darthpwner
05-22-2010, 08:30 PM
watching that video, i am reminded of how i never understood why his strokes were called 'ugly.' he did the fundamentals very well, and his intelligence on court makes him the perfect role model for most tennis players out there, who mostly just don't have the weapons to be world-beaters in general. I read his book, and studied some of his on-court actions, and it helped me become a better player.

Gilbert's continental grips are ugly.

darthpwner
05-22-2010, 08:33 PM
All I know of him comes from a wikipedia article - no killer stroke, didn't hit with pace, 'broke rhythm' of opponents...seems like he adjusted his game slightly depending on his opponent's style of play.

Being curious, I checked this youtube vid out:

http://www.youtube.com/watch?v=T17zqevDMBw

I don't know which wing was Becker's stronger side, but his backhand certainly looks like a nice rally shot here. Gilbert seems to be keeping him in the backhand corner, diffusing the pace, and waiting for him to come in off (a subpar?) approach shot for the pass.

The backhand up the line looks good even on the run, but neither stroke, especially the forehand, is anything to write home about. The ball doesn't land particularly deep on most of his shots, but the spin and trajectory (mostly the spin: slice, flatter shot, spinny stroke) vary just enough to make Becker a little uncomfortable I guess.

So, I'd say today's Brad Gilbert is definitely Andy Murray, I'd be tempted to say Gilles Simon but personally know very little about his game.

Andy's more talented though (granted I'm extrapolating from this ONE video)- better strokes, great serve, great return, surprising athleticism - and he has to play a similar game against people who hit harder and run even faster.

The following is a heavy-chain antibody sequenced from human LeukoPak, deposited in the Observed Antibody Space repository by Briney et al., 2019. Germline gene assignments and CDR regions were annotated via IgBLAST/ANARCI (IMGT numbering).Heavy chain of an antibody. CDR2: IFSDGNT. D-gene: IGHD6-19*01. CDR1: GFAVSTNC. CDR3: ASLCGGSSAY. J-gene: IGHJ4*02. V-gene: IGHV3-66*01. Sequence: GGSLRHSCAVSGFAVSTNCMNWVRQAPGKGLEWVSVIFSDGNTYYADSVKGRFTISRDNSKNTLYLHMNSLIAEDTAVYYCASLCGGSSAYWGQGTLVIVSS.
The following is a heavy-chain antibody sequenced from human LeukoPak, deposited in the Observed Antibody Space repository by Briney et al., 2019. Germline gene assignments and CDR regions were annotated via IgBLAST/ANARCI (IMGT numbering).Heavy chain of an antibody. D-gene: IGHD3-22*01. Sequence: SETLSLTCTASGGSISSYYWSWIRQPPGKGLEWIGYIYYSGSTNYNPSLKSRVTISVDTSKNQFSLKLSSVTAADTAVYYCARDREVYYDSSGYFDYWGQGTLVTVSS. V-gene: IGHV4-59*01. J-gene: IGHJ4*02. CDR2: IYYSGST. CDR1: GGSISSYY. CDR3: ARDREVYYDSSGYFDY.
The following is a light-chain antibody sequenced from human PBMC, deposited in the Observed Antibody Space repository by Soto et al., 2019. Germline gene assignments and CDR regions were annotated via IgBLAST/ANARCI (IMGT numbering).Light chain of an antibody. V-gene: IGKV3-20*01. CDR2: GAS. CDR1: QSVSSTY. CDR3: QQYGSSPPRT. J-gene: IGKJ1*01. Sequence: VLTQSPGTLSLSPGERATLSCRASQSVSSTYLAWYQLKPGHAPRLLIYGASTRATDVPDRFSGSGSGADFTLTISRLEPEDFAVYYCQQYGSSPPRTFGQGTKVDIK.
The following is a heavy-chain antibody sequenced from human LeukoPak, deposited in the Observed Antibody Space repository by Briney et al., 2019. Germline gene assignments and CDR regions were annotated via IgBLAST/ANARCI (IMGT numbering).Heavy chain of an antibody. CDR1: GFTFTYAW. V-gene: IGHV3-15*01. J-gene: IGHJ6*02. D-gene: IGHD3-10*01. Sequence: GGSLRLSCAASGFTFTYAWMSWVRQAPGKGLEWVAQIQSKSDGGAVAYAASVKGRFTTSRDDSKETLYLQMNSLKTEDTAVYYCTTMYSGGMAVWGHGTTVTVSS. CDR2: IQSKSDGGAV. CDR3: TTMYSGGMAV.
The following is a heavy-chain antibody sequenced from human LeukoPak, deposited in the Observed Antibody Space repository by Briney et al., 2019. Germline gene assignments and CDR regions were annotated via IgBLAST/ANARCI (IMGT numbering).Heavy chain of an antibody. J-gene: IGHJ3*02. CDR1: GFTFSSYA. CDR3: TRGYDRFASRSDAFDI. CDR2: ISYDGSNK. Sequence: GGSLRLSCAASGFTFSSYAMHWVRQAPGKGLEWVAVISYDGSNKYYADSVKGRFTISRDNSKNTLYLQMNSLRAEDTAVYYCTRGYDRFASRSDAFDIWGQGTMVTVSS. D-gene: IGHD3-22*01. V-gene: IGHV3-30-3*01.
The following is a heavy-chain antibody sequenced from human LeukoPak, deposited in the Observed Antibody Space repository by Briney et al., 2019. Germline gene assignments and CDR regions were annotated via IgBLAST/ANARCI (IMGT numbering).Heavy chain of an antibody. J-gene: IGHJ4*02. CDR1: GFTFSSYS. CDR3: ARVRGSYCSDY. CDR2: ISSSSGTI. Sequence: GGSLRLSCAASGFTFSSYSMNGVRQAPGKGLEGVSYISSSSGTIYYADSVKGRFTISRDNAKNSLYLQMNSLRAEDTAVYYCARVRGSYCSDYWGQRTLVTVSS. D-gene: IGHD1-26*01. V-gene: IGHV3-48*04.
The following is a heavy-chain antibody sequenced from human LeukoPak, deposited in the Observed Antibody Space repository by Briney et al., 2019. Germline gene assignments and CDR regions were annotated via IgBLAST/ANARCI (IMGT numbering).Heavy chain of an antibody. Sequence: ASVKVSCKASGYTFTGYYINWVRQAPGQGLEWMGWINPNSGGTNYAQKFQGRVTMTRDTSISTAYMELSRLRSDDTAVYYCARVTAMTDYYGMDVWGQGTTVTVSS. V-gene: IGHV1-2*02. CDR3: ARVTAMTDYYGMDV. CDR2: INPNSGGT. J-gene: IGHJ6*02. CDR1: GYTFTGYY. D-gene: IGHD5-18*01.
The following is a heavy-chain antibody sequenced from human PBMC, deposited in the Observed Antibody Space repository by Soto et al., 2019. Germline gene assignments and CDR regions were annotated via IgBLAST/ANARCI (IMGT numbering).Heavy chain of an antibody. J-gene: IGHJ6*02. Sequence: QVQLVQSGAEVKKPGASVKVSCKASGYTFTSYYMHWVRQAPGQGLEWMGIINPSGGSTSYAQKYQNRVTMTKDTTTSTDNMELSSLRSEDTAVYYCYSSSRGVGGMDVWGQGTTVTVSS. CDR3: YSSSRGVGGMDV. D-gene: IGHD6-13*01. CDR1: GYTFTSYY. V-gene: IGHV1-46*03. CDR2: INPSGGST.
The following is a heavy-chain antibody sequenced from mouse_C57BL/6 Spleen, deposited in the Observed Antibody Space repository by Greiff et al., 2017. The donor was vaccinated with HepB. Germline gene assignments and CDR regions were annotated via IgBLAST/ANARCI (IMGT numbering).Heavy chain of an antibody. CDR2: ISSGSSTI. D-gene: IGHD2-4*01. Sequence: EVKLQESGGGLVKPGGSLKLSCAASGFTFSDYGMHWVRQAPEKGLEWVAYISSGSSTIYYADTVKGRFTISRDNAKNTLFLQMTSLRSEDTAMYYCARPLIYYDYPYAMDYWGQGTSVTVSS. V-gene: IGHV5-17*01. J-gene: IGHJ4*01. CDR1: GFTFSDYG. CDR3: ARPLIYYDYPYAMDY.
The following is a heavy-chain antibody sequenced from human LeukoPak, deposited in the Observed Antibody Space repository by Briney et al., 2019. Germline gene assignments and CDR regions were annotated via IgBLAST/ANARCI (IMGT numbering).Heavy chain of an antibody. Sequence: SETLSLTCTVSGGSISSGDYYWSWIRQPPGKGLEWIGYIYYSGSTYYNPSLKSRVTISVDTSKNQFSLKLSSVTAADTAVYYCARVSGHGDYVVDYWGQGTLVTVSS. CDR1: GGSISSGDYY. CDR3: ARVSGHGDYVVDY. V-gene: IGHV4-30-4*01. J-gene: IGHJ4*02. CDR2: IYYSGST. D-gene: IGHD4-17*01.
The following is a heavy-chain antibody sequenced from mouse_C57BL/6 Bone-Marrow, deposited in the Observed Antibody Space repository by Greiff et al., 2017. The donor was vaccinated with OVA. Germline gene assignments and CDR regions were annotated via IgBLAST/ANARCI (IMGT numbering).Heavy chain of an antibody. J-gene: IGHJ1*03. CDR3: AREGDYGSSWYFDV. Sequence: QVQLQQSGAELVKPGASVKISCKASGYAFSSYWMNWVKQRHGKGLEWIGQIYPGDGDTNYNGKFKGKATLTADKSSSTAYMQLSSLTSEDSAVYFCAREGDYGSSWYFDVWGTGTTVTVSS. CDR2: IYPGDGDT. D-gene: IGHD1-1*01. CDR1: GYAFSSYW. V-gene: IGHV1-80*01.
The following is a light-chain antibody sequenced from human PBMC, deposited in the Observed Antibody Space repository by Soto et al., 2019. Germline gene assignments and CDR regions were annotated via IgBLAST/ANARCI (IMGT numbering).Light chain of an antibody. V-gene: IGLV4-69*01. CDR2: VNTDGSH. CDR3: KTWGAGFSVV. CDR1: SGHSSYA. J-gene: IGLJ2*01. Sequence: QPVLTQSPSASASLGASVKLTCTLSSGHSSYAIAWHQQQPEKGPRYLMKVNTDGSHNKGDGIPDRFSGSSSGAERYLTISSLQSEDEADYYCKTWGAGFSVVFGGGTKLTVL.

Players like these fascinate me: they seem to be very good at anticipating their opponent's response to their shots, so they're never caught off guard by a net approach or a more attacking shot. Not only this, but they really seem to show just how mental a tennis game can be. After so many times of coming into net and being passed, making errors on what would have been winners but weren't b/c of an odd spin or placement, I imagine it's quite easy to lose confidence and contribute to your own demise.

They also show just how much tennis is a game of patterns and risk. Pro tennis players are great athletes, and while they can improvise and adjust their bodies in brilliant ways, they still generally desire to minimize risk when they attack, and thus habitually choose certain points in rallies, and certain positions on court, for attacking. Being attentive to these habits, and the openings that appear when an opponent chooses a too-risky option, is classic, cerebral counterpunching.

All in all, though - these dudes can definitely be boring to watch sometimes.

Holy ****, insane dive by Becker at 2:34 and Gilbert wins the point several shots later with a running backhand up the line.

hawk eye
05-23-2010, 05:32 AM
Well he might be a little different from Brad Gilbert but Santoro until very recently was also a player who drove the big hitters nuts with his variety of spins, angles and off pace shots.
No great weapons in terms of power but he definately posessed great touch and vision.

orangettecoleman
05-23-2010, 10:38 AM
The main characteristic of Gilbert's game is that he would completely adapt his approach depending on the player... I'm not sure whether anyone does that now, everyone just brings their "A" game and if that's not working, they lose. Murray is the only exception that comes to mind, honestly... Santoro used to do that as the above poster states. Hingis as well, also retired. I guess it's all about power these days :(

West Coast Ace
05-23-2010, 01:03 PM
With modifications for the modern game, IMHO the closest would be Ferrer. But the Murray suggestion isn't far off. The 130+ mph serve being the one problem with that comparison.

nereis
05-23-2010, 09:43 PM
IMO Roddick plays the most Gilbert-y game now. He adapts his game to each and every opponent so that he never plays the same way against anyone. Against Roger he bashes every ball because he knows he has no chance otherwise, but against guys like Djokovic who thrive on pace to the corners he spins it into the middle of the court and throws off their timing. Not even Murray for all his vaunted variety really changes his tactics. He just plays the same counterpunching game against everyone. It's just that Nadal gives him more short balls into the backhand for him to hit.